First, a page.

DETROIT (AP) - Michigan voters on Tuesday decided against calling a convention to rewrite the state constitution, opting instead to leave the 1963 version in place, while approving a constitutional amendment aimed at keeping crooked public officials out of office for at least two decades.
Proposal 1 was rejected by voters 67 percent to 33 percent with 94 percent of precincts counted, according to unofficial returns tabulated by The Associated Press. The constitutional convention proposal is automatically put on the ballot every 16 years and similar proposals failed in 1978 and 1994.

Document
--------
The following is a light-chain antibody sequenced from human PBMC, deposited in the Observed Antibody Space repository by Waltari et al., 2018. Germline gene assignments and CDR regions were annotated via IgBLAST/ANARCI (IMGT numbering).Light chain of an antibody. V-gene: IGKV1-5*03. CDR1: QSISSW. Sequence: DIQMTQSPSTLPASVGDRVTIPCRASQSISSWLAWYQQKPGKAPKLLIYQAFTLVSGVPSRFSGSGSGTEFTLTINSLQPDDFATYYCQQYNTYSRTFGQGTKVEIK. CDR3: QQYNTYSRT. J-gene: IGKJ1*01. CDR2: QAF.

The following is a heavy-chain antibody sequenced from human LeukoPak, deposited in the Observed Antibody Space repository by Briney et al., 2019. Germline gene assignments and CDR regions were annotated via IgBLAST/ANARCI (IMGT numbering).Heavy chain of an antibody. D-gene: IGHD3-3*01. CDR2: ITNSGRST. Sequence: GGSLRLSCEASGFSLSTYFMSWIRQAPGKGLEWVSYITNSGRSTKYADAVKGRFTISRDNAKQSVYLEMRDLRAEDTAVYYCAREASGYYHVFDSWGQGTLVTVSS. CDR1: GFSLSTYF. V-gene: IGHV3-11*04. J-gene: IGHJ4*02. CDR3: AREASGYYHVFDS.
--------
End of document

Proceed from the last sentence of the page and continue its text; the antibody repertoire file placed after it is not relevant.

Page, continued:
A coalition that includes the Michigan Chamber of Commerce, the Michigan State AFL-CIO and the Michigan Health and Hospital Association opposed the measure. So did the official platforms of the Michigan Republican and Democratic parties.
Critics estimated that a convention could cost the cash-strapped state $45 million and would effectively handcuff incoming governor Rick Snyder and the new state Legislature for two years while the new constitution was written.
Voters approved Proposal 2 by a 75 percent to 25 percent margin with 93 percent of precincts reporting. The constitutional amendment bans public officials convicted of felonies violating the public trust from holding for 20 years after a conviction.